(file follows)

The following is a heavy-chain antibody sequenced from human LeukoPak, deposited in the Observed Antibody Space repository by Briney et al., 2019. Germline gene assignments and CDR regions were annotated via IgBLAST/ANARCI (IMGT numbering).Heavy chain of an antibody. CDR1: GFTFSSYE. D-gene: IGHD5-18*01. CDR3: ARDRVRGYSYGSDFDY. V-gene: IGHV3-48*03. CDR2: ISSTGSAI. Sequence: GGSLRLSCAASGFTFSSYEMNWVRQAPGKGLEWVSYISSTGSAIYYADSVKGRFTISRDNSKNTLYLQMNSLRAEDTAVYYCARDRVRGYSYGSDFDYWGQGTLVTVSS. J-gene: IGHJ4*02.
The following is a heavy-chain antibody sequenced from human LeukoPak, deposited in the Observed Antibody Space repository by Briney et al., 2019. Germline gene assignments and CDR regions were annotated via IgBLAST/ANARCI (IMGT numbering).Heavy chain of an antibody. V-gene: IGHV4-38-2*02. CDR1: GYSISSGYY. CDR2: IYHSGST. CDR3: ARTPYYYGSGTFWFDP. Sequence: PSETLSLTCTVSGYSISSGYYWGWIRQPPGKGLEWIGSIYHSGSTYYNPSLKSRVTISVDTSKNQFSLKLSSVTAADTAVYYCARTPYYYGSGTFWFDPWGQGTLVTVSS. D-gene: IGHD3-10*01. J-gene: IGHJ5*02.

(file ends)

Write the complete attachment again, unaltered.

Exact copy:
The following is a heavy-chain antibody sequenced from human LeukoPak, deposited in the Observed Antibody Space repository by Briney et al., 2019. Germline gene assignments and CDR regions were annotated via IgBLAST/ANARCI (IMGT numbering).Heavy chain of an antibody. CDR1: GFTFSSYE. D-gene: IGHD5-18*01. CDR3: ARDRVRGYSYGSDFDY. V-gene: IGHV3-48*03. CDR2: ISSTGSAI. Sequence: GGSLRLSCAASGFTFSSYEMNWVRQAPGKGLEWVSYISSTGSAIYYADSVKGRFTISRDNSKNTLYLQMNSLRAEDTAVYYCARDRVRGYSYGSDFDYWGQGTLVTVSS. J-gene: IGHJ4*02.
The following is a heavy-chain antibody sequenced from human LeukoPak, deposited in the Observed Antibody Space repository by Briney et al., 2019. Germline gene assignments and CDR regions were annotated via IgBLAST/ANARCI (IMGT numbering).Heavy chain of an antibody. V-gene: IGHV4-38-2*02. CDR1: GYSISSGYY. CDR2: IYHSGST. CDR3: ARTPYYYGSGTFWFDP. Sequence: PSETLSLTCTVSGYSISSGYYWGWIRQPPGKGLEWIGSIYHSGSTYYNPSLKSRVTISVDTSKNQFSLKLSSVTAADTAVYYCARTPYYYGSGTFWFDPWGQGTLVTVSS. D-gene: IGHD3-10*01. J-gene: IGHJ5*02.